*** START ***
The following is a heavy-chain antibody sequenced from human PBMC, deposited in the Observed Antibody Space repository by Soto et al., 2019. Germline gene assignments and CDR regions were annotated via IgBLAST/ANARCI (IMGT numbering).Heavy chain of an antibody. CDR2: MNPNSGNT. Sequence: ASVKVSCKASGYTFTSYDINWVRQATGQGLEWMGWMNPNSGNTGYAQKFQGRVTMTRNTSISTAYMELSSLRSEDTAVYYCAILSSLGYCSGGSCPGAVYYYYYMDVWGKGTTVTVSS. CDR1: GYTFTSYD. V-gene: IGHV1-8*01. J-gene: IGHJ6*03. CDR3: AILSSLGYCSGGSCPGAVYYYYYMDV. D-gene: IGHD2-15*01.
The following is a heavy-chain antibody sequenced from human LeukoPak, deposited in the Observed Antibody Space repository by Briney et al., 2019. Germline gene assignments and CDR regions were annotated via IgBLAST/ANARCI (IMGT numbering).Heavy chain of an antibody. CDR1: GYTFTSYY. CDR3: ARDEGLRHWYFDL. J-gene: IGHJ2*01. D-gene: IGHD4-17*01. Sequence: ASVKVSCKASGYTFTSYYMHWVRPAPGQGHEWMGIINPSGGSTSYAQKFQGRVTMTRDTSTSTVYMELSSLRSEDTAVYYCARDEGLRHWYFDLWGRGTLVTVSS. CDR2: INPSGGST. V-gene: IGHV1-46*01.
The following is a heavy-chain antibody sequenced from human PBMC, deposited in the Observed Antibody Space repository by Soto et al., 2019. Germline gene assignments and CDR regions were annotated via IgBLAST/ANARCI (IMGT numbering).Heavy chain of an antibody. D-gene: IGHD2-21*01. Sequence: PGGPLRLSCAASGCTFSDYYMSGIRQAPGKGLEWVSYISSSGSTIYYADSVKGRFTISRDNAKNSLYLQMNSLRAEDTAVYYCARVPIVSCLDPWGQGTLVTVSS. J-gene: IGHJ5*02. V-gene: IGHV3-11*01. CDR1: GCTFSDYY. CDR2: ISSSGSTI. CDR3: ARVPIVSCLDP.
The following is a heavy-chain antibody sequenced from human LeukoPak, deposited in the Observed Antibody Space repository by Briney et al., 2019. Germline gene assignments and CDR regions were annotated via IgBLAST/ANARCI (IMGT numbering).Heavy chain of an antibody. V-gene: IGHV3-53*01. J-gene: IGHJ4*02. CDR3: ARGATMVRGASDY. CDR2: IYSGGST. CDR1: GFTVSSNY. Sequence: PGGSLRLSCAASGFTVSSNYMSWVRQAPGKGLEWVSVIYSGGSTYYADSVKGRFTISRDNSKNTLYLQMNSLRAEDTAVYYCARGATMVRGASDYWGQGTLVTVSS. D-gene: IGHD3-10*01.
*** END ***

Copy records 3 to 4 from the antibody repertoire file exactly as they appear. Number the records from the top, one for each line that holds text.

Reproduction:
The following is a heavy-chain antibody sequenced from human PBMC, deposited in the Observed Antibody Space repository by Soto et al., 2019. Germline gene assignments and CDR regions were annotated via IgBLAST/ANARCI (IMGT numbering).Heavy chain of an antibody. D-gene: IGHD2-21*01. Sequence: PGGPLRLSCAASGCTFSDYYMSGIRQAPGKGLEWVSYISSSGSTIYYADSVKGRFTISRDNAKNSLYLQMNSLRAEDTAVYYCARVPIVSCLDPWGQGTLVTVSS. J-gene: IGHJ5*02. V-gene: IGHV3-11*01. CDR1: GCTFSDYY. CDR2: ISSSGSTI. CDR3: ARVPIVSCLDP.
The following is a heavy-chain antibody sequenced from human LeukoPak, deposited in the Observed Antibody Space repository by Briney et al., 2019. Germline gene assignments and CDR regions were annotated via IgBLAST/ANARCI (IMGT numbering).Heavy chain of an antibody. V-gene: IGHV3-53*01. J-gene: IGHJ4*02. CDR3: ARGATMVRGASDY. CDR2: IYSGGST. CDR1: GFTVSSNY. Sequence: PGGSLRLSCAASGFTVSSNYMSWVRQAPGKGLEWVSVIYSGGSTYYADSVKGRFTISRDNSKNTLYLQMNSLRAEDTAVYYCARGATMVRGASDYWGQGTLVTVSS. D-gene: IGHD3-10*01.